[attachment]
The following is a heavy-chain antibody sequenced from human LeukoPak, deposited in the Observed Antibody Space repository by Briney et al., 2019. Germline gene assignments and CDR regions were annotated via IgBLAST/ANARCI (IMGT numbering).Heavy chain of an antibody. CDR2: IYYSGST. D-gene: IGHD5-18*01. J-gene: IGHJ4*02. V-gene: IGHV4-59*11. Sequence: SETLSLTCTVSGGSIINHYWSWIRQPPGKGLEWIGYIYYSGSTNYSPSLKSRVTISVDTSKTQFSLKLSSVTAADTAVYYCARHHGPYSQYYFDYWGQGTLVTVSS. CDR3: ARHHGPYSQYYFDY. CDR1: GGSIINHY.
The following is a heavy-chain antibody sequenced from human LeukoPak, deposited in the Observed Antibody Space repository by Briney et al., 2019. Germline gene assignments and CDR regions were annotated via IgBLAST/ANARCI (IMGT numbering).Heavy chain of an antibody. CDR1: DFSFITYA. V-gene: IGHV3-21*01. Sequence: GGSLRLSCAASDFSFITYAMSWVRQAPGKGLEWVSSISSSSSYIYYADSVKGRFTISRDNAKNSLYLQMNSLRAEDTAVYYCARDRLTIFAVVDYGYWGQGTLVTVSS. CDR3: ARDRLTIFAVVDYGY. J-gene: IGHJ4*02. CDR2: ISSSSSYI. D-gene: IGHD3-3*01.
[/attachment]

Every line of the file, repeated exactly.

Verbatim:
The following is a heavy-chain antibody sequenced from human LeukoPak, deposited in the Observed Antibody Space repository by Briney et al., 2019. Germline gene assignments and CDR regions were annotated via IgBLAST/ANARCI (IMGT numbering).Heavy chain of an antibody. CDR2: IYYSGST. D-gene: IGHD5-18*01. J-gene: IGHJ4*02. V-gene: IGHV4-59*11. Sequence: SETLSLTCTVSGGSIINHYWSWIRQPPGKGLEWIGYIYYSGSTNYSPSLKSRVTISVDTSKTQFSLKLSSVTAADTAVYYCARHHGPYSQYYFDYWGQGTLVTVSS. CDR3: ARHHGPYSQYYFDY. CDR1: GGSIINHY.
The following is a heavy-chain antibody sequenced from human LeukoPak, deposited in the Observed Antibody Space repository by Briney et al., 2019. Germline gene assignments and CDR regions were annotated via IgBLAST/ANARCI (IMGT numbering).Heavy chain of an antibody. CDR1: DFSFITYA. V-gene: IGHV3-21*01. Sequence: GGSLRLSCAASDFSFITYAMSWVRQAPGKGLEWVSSISSSSSYIYYADSVKGRFTISRDNAKNSLYLQMNSLRAEDTAVYYCARDRLTIFAVVDYGYWGQGTLVTVSS. CDR3: ARDRLTIFAVVDYGY. J-gene: IGHJ4*02. CDR2: ISSSSSYI. D-gene: IGHD3-3*01.